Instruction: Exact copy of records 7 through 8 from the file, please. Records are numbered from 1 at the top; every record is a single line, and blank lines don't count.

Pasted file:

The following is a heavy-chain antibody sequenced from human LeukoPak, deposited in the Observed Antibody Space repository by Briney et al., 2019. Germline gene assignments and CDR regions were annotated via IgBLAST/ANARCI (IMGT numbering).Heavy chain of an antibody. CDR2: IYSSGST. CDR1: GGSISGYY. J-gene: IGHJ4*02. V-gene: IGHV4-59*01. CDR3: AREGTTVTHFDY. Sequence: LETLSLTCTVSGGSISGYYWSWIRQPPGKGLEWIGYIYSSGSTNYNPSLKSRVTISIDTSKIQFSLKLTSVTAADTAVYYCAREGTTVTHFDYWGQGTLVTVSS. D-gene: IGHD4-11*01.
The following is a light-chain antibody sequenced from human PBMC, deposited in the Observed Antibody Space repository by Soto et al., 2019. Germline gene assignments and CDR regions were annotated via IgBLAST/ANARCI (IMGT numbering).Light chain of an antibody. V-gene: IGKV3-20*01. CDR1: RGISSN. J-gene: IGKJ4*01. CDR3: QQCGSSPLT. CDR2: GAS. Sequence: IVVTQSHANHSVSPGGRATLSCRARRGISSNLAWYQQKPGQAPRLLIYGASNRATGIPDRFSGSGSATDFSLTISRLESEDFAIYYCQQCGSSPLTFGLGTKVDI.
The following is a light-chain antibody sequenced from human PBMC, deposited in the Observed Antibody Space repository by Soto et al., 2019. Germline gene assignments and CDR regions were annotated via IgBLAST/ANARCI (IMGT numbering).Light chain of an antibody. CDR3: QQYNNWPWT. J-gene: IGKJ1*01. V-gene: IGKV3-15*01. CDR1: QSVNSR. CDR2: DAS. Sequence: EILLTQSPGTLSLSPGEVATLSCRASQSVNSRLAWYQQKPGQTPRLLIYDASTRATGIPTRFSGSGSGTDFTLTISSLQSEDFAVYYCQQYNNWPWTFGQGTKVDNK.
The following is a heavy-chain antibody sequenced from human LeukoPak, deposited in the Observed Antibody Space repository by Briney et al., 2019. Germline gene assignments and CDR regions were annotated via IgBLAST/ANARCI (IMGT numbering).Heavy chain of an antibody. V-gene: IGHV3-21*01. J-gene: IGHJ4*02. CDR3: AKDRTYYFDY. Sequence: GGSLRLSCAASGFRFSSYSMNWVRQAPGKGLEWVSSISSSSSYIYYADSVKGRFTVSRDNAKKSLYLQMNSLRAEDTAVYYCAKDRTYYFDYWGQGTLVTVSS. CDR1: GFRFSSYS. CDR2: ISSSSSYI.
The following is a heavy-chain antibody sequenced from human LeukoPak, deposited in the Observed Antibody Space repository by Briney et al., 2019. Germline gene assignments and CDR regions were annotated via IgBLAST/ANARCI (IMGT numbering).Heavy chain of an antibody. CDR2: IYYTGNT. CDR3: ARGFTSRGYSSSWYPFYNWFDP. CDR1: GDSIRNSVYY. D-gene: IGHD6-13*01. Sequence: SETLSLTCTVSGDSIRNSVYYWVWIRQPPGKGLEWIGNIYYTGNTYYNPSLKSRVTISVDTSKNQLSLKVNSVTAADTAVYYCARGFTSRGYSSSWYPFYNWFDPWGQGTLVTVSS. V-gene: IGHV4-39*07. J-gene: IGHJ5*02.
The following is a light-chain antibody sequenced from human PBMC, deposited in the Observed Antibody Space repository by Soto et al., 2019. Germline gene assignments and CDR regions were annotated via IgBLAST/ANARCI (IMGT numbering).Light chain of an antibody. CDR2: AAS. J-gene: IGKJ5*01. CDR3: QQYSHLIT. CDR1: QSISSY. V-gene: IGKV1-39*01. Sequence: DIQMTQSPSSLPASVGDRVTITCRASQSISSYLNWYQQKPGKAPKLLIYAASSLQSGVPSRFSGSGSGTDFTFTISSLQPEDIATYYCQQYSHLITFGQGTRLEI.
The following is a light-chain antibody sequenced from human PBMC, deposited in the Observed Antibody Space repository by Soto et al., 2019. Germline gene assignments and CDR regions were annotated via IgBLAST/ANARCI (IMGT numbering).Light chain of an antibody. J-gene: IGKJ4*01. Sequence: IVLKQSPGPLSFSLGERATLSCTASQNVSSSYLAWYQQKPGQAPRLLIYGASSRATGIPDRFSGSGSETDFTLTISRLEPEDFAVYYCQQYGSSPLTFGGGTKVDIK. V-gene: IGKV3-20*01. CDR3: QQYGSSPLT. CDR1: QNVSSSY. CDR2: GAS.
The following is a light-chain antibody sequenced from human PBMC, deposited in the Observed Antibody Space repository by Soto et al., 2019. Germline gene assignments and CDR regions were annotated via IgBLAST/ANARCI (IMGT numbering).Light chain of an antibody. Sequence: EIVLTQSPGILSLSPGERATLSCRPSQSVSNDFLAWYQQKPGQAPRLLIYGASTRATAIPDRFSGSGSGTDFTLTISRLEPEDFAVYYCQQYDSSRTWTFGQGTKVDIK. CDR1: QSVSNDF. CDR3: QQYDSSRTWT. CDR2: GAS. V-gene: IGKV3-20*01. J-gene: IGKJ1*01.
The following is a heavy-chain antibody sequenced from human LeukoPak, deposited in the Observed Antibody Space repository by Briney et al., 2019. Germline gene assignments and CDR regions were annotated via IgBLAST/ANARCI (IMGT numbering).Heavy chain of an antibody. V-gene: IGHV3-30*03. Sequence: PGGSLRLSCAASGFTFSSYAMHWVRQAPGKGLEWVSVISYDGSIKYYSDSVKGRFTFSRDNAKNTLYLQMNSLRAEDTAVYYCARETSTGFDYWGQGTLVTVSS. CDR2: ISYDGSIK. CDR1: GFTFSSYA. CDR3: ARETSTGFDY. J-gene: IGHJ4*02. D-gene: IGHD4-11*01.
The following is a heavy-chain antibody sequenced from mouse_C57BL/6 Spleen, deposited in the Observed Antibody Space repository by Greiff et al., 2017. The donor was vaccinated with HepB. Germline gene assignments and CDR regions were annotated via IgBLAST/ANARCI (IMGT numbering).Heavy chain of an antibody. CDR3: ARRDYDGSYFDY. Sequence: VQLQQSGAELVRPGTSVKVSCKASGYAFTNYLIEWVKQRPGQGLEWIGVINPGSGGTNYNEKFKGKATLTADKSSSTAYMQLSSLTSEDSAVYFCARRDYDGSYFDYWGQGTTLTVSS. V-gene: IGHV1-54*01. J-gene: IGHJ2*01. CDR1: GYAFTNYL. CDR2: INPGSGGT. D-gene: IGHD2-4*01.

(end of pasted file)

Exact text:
The following is a light-chain antibody sequenced from human PBMC, deposited in the Observed Antibody Space repository by Soto et al., 2019. Germline gene assignments and CDR regions were annotated via IgBLAST/ANARCI (IMGT numbering).Light chain of an antibody. J-gene: IGKJ4*01. Sequence: IVLKQSPGPLSFSLGERATLSCTASQNVSSSYLAWYQQKPGQAPRLLIYGASSRATGIPDRFSGSGSETDFTLTISRLEPEDFAVYYCQQYGSSPLTFGGGTKVDIK. V-gene: IGKV3-20*01. CDR3: QQYGSSPLT. CDR1: QNVSSSY. CDR2: GAS.
The following is a light-chain antibody sequenced from human PBMC, deposited in the Observed Antibody Space repository by Soto et al., 2019. Germline gene assignments and CDR regions were annotated via IgBLAST/ANARCI (IMGT numbering).Light chain of an antibody. Sequence: EIVLTQSPGILSLSPGERATLSCRPSQSVSNDFLAWYQQKPGQAPRLLIYGASTRATAIPDRFSGSGSGTDFTLTISRLEPEDFAVYYCQQYDSSRTWTFGQGTKVDIK. CDR1: QSVSNDF. CDR3: QQYDSSRTWT. CDR2: GAS. V-gene: IGKV3-20*01. J-gene: IGKJ1*01.